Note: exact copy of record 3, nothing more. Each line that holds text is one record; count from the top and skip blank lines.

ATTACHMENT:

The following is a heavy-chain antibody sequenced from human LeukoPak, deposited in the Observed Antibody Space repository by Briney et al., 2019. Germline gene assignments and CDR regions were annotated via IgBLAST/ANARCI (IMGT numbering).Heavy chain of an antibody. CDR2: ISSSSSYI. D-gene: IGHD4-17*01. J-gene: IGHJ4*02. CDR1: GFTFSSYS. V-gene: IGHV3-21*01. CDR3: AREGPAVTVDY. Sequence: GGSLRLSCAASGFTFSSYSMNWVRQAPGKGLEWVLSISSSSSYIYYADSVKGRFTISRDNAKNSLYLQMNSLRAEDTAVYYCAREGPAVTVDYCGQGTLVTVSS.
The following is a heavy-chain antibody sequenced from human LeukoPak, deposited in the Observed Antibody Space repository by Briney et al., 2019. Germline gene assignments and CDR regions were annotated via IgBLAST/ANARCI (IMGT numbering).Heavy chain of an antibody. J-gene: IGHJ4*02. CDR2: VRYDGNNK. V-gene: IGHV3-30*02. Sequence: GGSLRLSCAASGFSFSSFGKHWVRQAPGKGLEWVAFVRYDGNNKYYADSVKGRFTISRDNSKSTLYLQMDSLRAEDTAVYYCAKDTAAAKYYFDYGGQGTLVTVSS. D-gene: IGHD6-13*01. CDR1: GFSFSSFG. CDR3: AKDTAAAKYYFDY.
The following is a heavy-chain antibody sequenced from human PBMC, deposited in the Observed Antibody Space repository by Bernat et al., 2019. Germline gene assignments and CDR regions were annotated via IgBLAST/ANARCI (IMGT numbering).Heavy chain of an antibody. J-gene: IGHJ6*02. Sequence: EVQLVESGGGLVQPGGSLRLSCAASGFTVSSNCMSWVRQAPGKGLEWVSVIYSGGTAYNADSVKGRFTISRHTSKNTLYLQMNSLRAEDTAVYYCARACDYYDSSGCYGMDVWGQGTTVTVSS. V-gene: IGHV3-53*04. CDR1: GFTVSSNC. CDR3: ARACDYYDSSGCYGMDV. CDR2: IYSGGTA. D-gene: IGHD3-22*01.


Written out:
The following is a heavy-chain antibody sequenced from human PBMC, deposited in the Observed Antibody Space repository by Bernat et al., 2019. Germline gene assignments and CDR regions were annotated via IgBLAST/ANARCI (IMGT numbering).Heavy chain of an antibody. J-gene: IGHJ6*02. Sequence: EVQLVESGGGLVQPGGSLRLSCAASGFTVSSNCMSWVRQAPGKGLEWVSVIYSGGTAYNADSVKGRFTISRHTSKNTLYLQMNSLRAEDTAVYYCARACDYYDSSGCYGMDVWGQGTTVTVSS. V-gene: IGHV3-53*04. CDR1: GFTVSSNC. CDR3: ARACDYYDSSGCYGMDV. CDR2: IYSGGTA. D-gene: IGHD3-22*01.